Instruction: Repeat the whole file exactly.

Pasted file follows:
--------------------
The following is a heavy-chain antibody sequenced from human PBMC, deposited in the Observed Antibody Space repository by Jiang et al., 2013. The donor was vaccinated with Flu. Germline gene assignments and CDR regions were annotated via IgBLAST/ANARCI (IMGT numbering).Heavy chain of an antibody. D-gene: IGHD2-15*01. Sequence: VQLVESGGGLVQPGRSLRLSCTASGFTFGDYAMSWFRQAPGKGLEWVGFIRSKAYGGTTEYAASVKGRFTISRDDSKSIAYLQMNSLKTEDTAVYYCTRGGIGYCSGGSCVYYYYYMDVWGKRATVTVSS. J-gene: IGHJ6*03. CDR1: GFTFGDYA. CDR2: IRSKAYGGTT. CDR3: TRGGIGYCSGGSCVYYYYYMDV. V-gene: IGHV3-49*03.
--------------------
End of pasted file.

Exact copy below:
The following is a heavy-chain antibody sequenced from human PBMC, deposited in the Observed Antibody Space repository by Jiang et al., 2013. The donor was vaccinated with Flu. Germline gene assignments and CDR regions were annotated via IgBLAST/ANARCI (IMGT numbering).Heavy chain of an antibody. D-gene: IGHD2-15*01. Sequence: VQLVESGGGLVQPGRSLRLSCTASGFTFGDYAMSWFRQAPGKGLEWVGFIRSKAYGGTTEYAASVKGRFTISRDDSKSIAYLQMNSLKTEDTAVYYCTRGGIGYCSGGSCVYYYYYMDVWGKRATVTVSS. J-gene: IGHJ6*03. CDR1: GFTFGDYA. CDR2: IRSKAYGGTT. CDR3: TRGGIGYCSGGSCVYYYYYMDV. V-gene: IGHV3-49*03.